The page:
The Hong Kong investment market, historically dominated by the property and financial sectors, may h...
The Hong Kong investment market, historically dominated by the property and financial sectors, may have to find itself a new role in the future, say fund managers.
Traditionally, Hong Kong was always the gateway to mainland China and the rest of Asia. It operates one of the largest ports in the Asian region and has excellent transport and communications links, making it a major transport hub.
However, Hong Kong is no longer the only entry-point to the Chinese market and China itself is starting to compete with Hong Kong.
'Hong Kong will have to reinvent itself,' says Margaret Gadow, manager of Gartmore's Pacific Emerging Markets fund.
'It cannot keep playing on the one string it has ' the Taiwanese do not have to go through Hong Kong to go into China these days.'
Hong Kong will still play an important part in the Asian market, she believes, but it will have to compete in an ever more open environment.
Matthew Dobbs, manager of the Schroder Asia Pacific fund, agrees with this assessment.
He says the region is bound to lose market share. One long-term issue he points to is financial services moving to Shanghai, but in the end he says the Asian market is so big that Hong Kong will still have a role to play.
'The question is now whether that is reflected in the value of the stock market,' Dobbs says.
Two problems Gadow points to in the near term are the pegging of the Hong Kong dollar to the US dollar, which gives the territory no control over its monetary policy, and the tax regime.
Historically, Hong Kong has had a low tax regime underpinned by the government selling land at artificially high prices.
Land sales have slowed, says Gadow, thus depriving the government of revenue. This is not a result of the territory running out of land to sell but rather of the schedules of land developers filling up and delaying further work.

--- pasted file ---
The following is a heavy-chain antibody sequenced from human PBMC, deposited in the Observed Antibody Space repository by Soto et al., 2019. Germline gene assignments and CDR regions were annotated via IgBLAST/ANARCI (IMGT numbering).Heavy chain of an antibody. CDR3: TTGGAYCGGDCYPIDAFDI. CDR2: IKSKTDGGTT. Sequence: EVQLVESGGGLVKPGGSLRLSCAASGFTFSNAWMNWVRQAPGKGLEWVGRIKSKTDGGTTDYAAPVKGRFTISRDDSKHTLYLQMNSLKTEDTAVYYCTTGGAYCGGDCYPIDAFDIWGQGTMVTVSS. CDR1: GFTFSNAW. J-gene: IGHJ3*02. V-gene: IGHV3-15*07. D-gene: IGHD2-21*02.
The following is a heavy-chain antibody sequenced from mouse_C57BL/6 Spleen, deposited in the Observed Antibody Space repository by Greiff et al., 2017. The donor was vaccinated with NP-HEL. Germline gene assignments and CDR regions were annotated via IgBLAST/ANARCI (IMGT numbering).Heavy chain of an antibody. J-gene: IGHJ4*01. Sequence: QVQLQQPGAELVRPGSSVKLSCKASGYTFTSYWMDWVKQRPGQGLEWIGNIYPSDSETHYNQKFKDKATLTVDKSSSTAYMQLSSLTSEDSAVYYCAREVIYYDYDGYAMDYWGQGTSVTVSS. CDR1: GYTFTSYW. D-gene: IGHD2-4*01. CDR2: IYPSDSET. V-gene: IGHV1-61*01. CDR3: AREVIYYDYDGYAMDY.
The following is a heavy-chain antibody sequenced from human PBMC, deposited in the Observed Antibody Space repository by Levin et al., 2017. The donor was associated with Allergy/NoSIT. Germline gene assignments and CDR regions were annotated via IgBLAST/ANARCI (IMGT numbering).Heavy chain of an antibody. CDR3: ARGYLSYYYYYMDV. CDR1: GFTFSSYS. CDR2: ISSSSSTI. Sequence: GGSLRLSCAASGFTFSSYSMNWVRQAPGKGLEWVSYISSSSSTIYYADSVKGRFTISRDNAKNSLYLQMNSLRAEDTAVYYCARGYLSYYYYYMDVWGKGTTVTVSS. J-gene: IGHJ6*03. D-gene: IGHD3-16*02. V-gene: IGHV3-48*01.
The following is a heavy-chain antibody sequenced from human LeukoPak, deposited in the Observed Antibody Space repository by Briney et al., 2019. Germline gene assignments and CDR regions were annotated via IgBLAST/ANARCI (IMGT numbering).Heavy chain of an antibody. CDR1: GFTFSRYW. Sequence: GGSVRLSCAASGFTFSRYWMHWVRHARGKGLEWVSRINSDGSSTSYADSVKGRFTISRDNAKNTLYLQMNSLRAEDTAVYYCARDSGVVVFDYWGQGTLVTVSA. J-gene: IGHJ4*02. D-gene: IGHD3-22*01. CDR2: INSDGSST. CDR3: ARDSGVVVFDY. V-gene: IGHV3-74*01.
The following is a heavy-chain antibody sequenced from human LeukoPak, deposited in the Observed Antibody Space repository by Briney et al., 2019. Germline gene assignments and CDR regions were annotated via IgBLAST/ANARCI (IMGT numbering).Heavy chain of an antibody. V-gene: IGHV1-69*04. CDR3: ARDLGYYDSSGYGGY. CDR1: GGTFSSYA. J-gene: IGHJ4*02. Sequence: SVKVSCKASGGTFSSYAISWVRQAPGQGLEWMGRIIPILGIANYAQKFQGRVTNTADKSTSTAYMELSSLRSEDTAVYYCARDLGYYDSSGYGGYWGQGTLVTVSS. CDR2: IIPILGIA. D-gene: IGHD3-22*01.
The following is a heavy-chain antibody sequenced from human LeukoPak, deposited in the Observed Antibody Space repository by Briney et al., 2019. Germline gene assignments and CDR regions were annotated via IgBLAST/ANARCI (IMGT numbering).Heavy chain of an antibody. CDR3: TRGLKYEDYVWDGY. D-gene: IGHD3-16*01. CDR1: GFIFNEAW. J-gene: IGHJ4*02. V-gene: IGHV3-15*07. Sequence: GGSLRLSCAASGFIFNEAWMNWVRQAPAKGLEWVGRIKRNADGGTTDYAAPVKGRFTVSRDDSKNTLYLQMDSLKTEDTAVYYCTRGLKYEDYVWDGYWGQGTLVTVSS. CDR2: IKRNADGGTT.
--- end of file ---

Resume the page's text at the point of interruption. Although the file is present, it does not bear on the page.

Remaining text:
She says: 'This leaves the government with an impossible decision ' to raise taxes, never a popular option, or to lower property prices, which it cannot do because Hong Kong is currently running a fiscal deficit.'
Despite the challenges, both Gadow and Dobbs are optimistic on the outlook for the Hong Kong market as the potential for growth within China is so enormous.
At present, Dobbs is neutral on the region, not because he is pessimistic on Hong Kong but rather because there is plenty of opportunity to be found in the rest of Asia.
Small and mid-cap companies managed and run from Hong Kong, but with manufacturing in China, have become a significant feature of his Hong Kong portfolio, he says, and now comprise around 10% of the total Asia Pacific fund.
Gadow is overweight on the financial and energy sectors. Utilities are also attractive and, in Hong Kong, are growth stocks as mainland China is still rolling out utility services. Another area she favours is retail as consumer spending is just starting to kick in.
Enormous potential for growth in China.
Established service centre and port.
Utilities transformed into growth stocks.
Other Asian markets appear more attractive.
Market position of Hong Kong will be eroded.
Dollar pegging means no monetary control.
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